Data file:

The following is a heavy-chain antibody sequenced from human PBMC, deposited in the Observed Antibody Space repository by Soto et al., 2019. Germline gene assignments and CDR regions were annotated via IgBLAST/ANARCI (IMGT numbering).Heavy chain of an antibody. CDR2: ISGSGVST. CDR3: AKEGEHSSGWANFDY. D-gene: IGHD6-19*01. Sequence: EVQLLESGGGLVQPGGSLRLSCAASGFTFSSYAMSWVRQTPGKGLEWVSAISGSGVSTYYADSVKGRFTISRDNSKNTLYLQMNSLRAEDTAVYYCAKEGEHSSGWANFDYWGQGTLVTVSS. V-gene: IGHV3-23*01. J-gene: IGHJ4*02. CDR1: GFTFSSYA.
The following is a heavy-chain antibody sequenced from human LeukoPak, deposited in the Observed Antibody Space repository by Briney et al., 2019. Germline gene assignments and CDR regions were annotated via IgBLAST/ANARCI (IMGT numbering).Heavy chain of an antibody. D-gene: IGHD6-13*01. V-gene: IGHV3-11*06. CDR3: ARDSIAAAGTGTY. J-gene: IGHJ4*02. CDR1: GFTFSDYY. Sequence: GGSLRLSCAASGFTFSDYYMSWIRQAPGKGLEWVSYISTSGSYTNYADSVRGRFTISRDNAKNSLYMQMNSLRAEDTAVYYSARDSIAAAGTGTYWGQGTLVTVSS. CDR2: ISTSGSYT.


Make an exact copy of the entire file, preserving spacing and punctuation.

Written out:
The following is a heavy-chain antibody sequenced from human PBMC, deposited in the Observed Antibody Space repository by Soto et al., 2019. Germline gene assignments and CDR regions were annotated via IgBLAST/ANARCI (IMGT numbering).Heavy chain of an antibody. CDR2: ISGSGVST. CDR3: AKEGEHSSGWANFDY. D-gene: IGHD6-19*01. Sequence: EVQLLESGGGLVQPGGSLRLSCAASGFTFSSYAMSWVRQTPGKGLEWVSAISGSGVSTYYADSVKGRFTISRDNSKNTLYLQMNSLRAEDTAVYYCAKEGEHSSGWANFDYWGQGTLVTVSS. V-gene: IGHV3-23*01. J-gene: IGHJ4*02. CDR1: GFTFSSYA.
The following is a heavy-chain antibody sequenced from human LeukoPak, deposited in the Observed Antibody Space repository by Briney et al., 2019. Germline gene assignments and CDR regions were annotated via IgBLAST/ANARCI (IMGT numbering).Heavy chain of an antibody. D-gene: IGHD6-13*01. V-gene: IGHV3-11*06. CDR3: ARDSIAAAGTGTY. J-gene: IGHJ4*02. CDR1: GFTFSDYY. Sequence: GGSLRLSCAASGFTFSDYYMSWIRQAPGKGLEWVSYISTSGSYTNYADSVRGRFTISRDNAKNSLYMQMNSLRAEDTAVYYSARDSIAAAGTGTYWGQGTLVTVSS. CDR2: ISTSGSYT.